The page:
Kenneth Greisen

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Kenneth I. Greisen's photo on his security badge at Los Alamos

Kenneth Ingvard Greisen (24 January 1918 in Perth Amboy, New Jersey – 17 March 2007 in Ithaca, New York)[1] was an American physicist who worked on nuclear physics and the astrophysics of cosmic rays and gamma radiation. "He will be most remembered for his realization that the cosmic microwave background limits the high-energy end of the spectrum of cosmic ray protons."[2]


In 1938 Greisen graduated with a B.S. from Franklin & Marshall College.[3] In 1942 Greisen earned his PhD in physics at Cornell University under Bruno Rossi with thesis Intensity of cosmic rays at low altitude and the origin of the soft component. He worked on the Manhattan Project from 1943 to 1946 in Los Alamos, where he was a group leader. In 1945 he was an eyewitness to the Trinity test as a member of the detonation team. After his Los Alamos work, he returned to Cornell University in 1946 as an assistant professor of physics. From 1975 he was a professor of astronomy and from 1976 to 1979 chair of the astronomy department and from 1978 to 1983 dean of faculty. In 1986 he retired as professor emeritus. From 1975 to 1981 he was adjunct professor at the University of Utah.

Greisen did experiments on cosmic ray- and gamma ray-astronomy using high-altitude balloons. In 1971 he and his colleagues discovered pulsed gamma rays with energies greater than 200 MeV from the pulsar in the Crab Nebula. In 1966 he published the theory of the GZK cutoff, independently of the Russians Georgiy Zatsepin and Vadim Kuzmin who in 1966 also published their version of the same theory.

In 1966 he joined the AAS. In 1969 he was one of the founders of the Section for High Energy Astrophysics Division of the AAS and, in 1970 and 1971, was the first chair of this division. At Cornell University in 1969 he led a group of faculty members who modernized the university's physics curriculum.[4]

In 1974 he was elected to the U.S. National Academy of Sciences.

Greisen's PhD thesis[edit]

Rossi and Greisen built an apparatus, centered around a Geiger-Müller counter, to distinguish the altitude dependence of hard (mesotron, i.e. muon) and soft (electron) cosmic ray secondaries. The goal of Rossi and Greisen was to confirm that the lifetimes of the muons depended upon their energy as predicted by the theory of special relativity. The data presented in Greisen's thesis was taken at altitudes of 249,1616, 3240, and 4300 meters at Echo Lake, Colorado. Greisen's thesis work was cited many times over the ensuing decades.[5]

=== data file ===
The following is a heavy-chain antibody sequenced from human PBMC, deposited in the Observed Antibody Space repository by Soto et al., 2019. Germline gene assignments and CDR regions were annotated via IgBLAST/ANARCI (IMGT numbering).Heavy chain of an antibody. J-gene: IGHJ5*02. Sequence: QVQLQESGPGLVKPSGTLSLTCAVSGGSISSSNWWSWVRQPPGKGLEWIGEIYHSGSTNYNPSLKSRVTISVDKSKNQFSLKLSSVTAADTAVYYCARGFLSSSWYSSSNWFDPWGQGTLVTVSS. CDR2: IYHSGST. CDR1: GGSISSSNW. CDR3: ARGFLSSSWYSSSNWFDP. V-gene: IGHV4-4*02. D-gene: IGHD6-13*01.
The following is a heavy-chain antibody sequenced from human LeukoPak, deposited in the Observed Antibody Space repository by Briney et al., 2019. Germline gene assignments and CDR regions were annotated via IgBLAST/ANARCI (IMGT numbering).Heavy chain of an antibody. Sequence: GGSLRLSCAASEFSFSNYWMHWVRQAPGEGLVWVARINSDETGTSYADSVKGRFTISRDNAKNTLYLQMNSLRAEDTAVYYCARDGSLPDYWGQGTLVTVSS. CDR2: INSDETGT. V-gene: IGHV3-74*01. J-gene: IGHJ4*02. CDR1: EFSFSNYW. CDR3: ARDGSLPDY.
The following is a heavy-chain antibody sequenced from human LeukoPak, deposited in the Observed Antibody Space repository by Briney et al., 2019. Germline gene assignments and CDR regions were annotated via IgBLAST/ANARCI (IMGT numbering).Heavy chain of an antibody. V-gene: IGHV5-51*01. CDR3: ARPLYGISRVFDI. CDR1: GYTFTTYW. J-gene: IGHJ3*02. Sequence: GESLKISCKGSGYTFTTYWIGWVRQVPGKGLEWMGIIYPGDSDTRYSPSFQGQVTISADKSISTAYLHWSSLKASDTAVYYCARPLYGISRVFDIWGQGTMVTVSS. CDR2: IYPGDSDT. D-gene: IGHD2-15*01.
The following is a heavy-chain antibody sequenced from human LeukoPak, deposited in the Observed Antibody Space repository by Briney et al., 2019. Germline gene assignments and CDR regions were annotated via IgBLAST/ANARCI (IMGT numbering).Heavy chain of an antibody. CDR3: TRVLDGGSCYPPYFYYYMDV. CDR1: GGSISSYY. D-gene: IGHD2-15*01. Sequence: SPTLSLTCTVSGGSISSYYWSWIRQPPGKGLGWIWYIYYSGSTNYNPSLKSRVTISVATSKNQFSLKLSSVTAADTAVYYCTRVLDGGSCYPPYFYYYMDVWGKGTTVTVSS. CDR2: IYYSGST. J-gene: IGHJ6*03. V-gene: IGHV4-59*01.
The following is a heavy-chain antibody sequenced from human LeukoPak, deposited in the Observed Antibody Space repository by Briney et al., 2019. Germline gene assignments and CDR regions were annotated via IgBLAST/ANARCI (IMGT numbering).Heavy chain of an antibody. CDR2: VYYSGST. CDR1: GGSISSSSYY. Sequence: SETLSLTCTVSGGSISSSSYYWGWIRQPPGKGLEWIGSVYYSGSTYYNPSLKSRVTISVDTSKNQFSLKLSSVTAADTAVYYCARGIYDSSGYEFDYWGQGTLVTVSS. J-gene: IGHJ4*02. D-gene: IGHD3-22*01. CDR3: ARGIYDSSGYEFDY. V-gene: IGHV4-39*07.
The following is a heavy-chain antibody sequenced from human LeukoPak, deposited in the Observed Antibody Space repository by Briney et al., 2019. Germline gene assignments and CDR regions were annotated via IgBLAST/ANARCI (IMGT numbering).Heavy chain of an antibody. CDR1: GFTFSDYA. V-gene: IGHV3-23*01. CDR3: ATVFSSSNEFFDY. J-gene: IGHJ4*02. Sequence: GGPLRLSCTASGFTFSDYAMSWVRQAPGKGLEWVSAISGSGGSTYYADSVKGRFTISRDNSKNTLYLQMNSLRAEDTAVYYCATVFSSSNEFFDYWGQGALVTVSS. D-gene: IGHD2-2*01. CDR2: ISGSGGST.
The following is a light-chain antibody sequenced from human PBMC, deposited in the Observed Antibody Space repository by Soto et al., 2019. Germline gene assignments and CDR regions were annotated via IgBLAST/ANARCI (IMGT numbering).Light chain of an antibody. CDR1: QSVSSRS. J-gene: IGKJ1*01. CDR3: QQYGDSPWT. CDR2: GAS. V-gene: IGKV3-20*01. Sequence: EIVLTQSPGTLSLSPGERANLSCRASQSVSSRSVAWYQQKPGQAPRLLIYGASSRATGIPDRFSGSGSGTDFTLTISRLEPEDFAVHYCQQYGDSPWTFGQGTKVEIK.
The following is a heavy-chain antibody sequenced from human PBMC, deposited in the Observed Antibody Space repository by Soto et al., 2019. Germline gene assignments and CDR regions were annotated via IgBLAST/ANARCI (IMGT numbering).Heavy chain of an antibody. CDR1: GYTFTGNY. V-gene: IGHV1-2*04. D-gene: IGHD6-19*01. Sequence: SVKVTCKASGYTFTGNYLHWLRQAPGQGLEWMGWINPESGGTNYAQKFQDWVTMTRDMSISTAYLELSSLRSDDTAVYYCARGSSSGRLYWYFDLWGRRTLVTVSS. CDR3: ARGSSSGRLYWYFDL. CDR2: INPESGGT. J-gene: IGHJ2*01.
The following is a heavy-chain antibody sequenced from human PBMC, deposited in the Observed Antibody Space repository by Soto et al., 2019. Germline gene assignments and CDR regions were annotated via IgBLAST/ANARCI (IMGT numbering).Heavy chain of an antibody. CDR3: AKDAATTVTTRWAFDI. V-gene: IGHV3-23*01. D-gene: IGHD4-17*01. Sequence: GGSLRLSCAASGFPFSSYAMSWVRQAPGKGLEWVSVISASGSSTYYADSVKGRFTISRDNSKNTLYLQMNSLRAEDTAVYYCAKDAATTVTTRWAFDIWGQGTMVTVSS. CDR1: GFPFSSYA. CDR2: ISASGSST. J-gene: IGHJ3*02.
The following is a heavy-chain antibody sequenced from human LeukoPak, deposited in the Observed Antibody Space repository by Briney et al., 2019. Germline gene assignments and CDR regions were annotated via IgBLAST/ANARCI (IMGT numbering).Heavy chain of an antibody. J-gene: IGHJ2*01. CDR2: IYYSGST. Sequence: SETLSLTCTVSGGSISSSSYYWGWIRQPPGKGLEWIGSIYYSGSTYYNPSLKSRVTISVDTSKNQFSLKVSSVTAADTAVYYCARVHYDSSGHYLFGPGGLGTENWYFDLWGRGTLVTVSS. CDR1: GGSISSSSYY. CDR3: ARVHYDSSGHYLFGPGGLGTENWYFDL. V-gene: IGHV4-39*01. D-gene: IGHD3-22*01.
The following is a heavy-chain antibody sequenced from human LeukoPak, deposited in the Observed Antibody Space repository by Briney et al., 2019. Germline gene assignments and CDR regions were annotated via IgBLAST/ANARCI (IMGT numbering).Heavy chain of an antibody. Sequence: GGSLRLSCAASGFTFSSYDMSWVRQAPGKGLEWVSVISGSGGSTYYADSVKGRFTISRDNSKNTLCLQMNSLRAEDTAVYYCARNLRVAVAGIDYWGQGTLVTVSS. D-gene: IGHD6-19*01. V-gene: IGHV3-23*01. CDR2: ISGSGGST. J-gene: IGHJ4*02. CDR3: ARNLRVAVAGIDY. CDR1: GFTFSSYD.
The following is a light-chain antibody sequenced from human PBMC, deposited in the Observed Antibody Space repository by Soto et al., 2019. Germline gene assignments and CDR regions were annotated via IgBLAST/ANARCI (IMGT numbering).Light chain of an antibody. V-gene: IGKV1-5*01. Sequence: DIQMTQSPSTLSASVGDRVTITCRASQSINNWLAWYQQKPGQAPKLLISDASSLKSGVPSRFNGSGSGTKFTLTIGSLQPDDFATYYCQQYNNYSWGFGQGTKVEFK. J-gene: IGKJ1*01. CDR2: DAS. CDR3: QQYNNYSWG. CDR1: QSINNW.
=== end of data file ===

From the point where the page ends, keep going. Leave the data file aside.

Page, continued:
Trinity test eyewitness[edit]

"From 1943 to 1946 Greisen was a member of the group of physicists who worked on the Manhattan Project at Los Alamos. As one of the leaders of the denotation team, he was an observer at the Trinity test on 16 July 1945. His eyewitness report of that world-changing event is an important historical document. His comment "My God! It worked!" was typical of him."[2][6]



  1. ^ birth dates and career information on American Men and Women of Science, Thomson Gale 2004
  2. ^ a b David Cassel; Edith Cassel; Donald Holcomb (2007). "Kenneth Ingvard Gresien". Phys. Today. 60 (7): 78–79. Bibcode:2007PhT....60g..78C. doi:10.1063/1.2761816. 
  3. ^ Gold, Lauren (April 2, 2007). "Cornell physicist Kenneth Greisen, cosmic ray scientist and Manhattan Project participant, dies at 89". Cornell Chronicle. 
  4. ^ Greisen, Eric W. (2007). "Obituary: Kenneth Ingvard Greisen". Bulletin of the American Astronomical Society. 39 (4): 1059. Bibcode:2007BAAS...39.1059G. Archived from the original on 2013-01-18. 
  5. ^ Kimble, Virginia (2011). "Kenneth Greisen". Biographical Memoirs, National Academy of Sciences (PDF). pp. 1–26. 
  6. ^ Trinity Test, July 16, 1945 - Eyewitness Accounts

External links[edit]